Wednesday, April 27, 2011
Thursday, April 14, 2011
Friday, April 1, 2011
Sacred Chant Concert
& Ramesh Kannan
doors open at 7pm
University of Toronto
Faculty of Music
80 Queen's Park Crescent
A 2 minute walk South of Bloor & Avenue Road
Just West of Museum subway station
Behind the Planetarium
At the South end of the Royal Ontario Museum (ROM)
$55 (+$7.15 HST) Front Orchestra (Rows A-F)
$40 (+$5.20 HST) Rear Orchestra (Rows G-T)
$25 (+$3.25 HST) Balcony
At the door
$65 (+$8.45 HST) Front Orchestra (Rows A-F)
$50 (+$6.50 HST) Rear Orchestra (Rows G-T)
$35 (+$4.55 HST) Balcony
MacMillan Theatre seating plan
(available in advance, by phone or in person)
Groups of 10 or more
(a 10% discount)
$49.50 (+$6.44 HST) Front Orchestra (Rows A-F)
$36.00 (+$4.68 HST) Rear Orchestra (Rows G-T)
$22.50 (+$2.93 HST) Balcony
Snatam Kaur personifies the meaning of her name: universal, nucleus, and friend to all. These themes have expressed themselves in a variety of ways throughout her life, and are particularly present in her music.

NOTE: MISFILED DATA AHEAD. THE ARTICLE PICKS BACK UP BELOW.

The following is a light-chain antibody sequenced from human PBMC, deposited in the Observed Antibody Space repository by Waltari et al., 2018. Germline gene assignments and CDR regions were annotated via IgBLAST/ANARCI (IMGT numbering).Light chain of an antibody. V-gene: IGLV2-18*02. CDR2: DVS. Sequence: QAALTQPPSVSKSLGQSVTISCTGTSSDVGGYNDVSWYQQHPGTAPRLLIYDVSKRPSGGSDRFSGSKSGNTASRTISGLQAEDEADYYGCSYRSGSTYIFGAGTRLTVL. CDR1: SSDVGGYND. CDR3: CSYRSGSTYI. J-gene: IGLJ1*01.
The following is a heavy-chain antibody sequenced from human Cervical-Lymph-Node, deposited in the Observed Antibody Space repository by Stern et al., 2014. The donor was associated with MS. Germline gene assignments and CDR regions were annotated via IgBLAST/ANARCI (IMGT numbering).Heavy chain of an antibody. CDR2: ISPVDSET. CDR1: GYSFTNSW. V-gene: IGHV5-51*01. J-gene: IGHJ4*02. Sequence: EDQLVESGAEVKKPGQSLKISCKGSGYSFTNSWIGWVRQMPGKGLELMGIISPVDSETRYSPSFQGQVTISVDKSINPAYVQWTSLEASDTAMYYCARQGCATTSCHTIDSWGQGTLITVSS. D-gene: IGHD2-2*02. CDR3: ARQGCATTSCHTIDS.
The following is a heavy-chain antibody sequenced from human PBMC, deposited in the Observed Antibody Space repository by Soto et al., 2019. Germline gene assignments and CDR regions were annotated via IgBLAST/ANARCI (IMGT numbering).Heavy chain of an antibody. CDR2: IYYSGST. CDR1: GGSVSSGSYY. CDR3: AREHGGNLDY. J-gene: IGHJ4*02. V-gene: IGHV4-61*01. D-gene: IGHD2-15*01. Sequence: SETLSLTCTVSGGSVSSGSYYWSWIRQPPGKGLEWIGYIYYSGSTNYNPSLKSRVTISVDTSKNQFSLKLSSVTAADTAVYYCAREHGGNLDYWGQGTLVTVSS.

The sincerity and depth of commitment that this artist brings to her music is firmly rooted in a life of devotion. Soon after her birth in 1972, in the beautiful mountain town of Trinidad, Colorado, Snatam’s parents turned to the teachings and lifestyle of the Sikh tradition and became students of the renowned Kundalini yoga master, Yogi Bhajan. Snatam heard Yogi Bhajan’s teachings at her parents’ side and a close relationship developed between the venerated teacher and the very young pupil. One day, before she was even two, Snatam began to chatter away in the middle of class; Yogi Bhajan stopped speaking, looked over at her and said, “You’ll have your turn soon to teach, little one.” Indeed, Snatam has fulfilled this forecast, teaching yoga, chants, and meditation to both children and adults.
When Snatam was two, she and her family moved to Long Beach, California. Her parents always brought her to morning sadhana, the early morning spiritual practice consisting of yoga, meditation, and chanting. Snatam would usually be asleep at her parent’s side for the first part of the practice, but when the music for chanting began, she would wake up. “I loved to get up in the morning and sing with my parents,” she says.